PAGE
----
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Colonized by Corporations

May 14, 2012

From Chris Hedges at Truthdig:

We have been, like nations on the periphery of empire, colonized. We are controlled by tiny corporate entities that have no loyalty to the nation and indeed in the language of traditional patriotism are traitors. They strip us of our resources, keep us politically passive and enrich themselves at our expense. The mechanisms of control are familiar to those whom the Martinique-born French psychiatrist and writer Frantz Fanon called “the wretched of the earth,” including African-Americans. The colonized are denied job security. Incomes are reduced to subsistence level. The poor are plunged into desperation. Mass movements, such as labor unions, are dismantled. The school system is degraded so only the elites have access to a superior education. Laws are written to legalize corporate plunder and abuse, as well as criminalize dissent. And the ensuing fear and instability—keenly felt this past weekend by the more than 200,000 Americans who lost their unemployment benefits—ensure political passivity by diverting all personal energy toward survival. It is an old, old game.

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12 Comments leave one →
  1. RBM permalink
    May 20, 2012 11:15 am

    Came across a post that I think is related to this post by George Mobus at The Oil Drum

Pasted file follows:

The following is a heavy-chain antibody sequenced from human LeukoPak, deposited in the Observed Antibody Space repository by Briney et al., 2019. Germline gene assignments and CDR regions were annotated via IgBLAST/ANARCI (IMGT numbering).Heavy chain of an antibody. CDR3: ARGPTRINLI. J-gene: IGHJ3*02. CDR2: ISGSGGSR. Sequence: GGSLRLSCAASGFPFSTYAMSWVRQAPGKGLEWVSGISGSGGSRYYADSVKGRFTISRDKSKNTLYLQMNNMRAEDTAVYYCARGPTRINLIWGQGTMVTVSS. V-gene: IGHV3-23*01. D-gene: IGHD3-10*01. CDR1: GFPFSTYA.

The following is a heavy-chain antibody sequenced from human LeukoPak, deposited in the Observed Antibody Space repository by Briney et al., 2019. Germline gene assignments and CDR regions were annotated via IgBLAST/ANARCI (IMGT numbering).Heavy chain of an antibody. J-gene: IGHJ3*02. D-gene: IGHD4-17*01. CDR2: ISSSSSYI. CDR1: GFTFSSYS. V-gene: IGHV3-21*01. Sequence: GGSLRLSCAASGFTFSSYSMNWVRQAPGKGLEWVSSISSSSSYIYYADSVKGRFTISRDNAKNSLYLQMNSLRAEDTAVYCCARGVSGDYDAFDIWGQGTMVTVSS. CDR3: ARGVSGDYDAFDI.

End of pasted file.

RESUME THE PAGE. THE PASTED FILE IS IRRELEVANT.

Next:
There are a few economists who do understand reality. Charlie Hall’s co-author (Energy and the Wealth of Nations), Kent Klitgaard, for one. Most of the ecological economists (e.g. Herman Daly) are really trying to let reality in.

    But the mainstream economists not only DON’T know about reality. They don’t WANT to know. I recently had an e-mail exchange with Robert Reich re: the futility of growth orientation. He is SO ideological it is impossible to even get close to having a reasonable conversation. Same with Paul Krugman. These are the liberal brain trust economists (so-called salt-water economists!) who, one would hope, would be concerned with reality. But that isn’t the case. They really just want to justify Kenysian economics for the benefit of the working class. A noble sentiment, perhaps, but completely divorced from the reality of resource depletion.

    Neo-classical economics is so devoid of science or reality based theory that it is absurd beyond belief. Unfortunately, all politicians, talking-heads, and the common person, believe they actually know what reality is. Oh well.

    I’ve read a bit of George’s blog, Question Everything, once upon a time for his work on biophysical economics:

    Thermoeconomics, also referred to as biophysical economics, is a school of heterodox economics that applies the laws of thermodynamics to economic theory.[1] The term “thermoeconomics” was coined in 1962 by American engineer Myron Tribus,[2][3][4] and developed by the statistician and economist Nicholas Georgescu-Roegen.[5] Thermoeconomics can be thought of as the statistical physics of economic value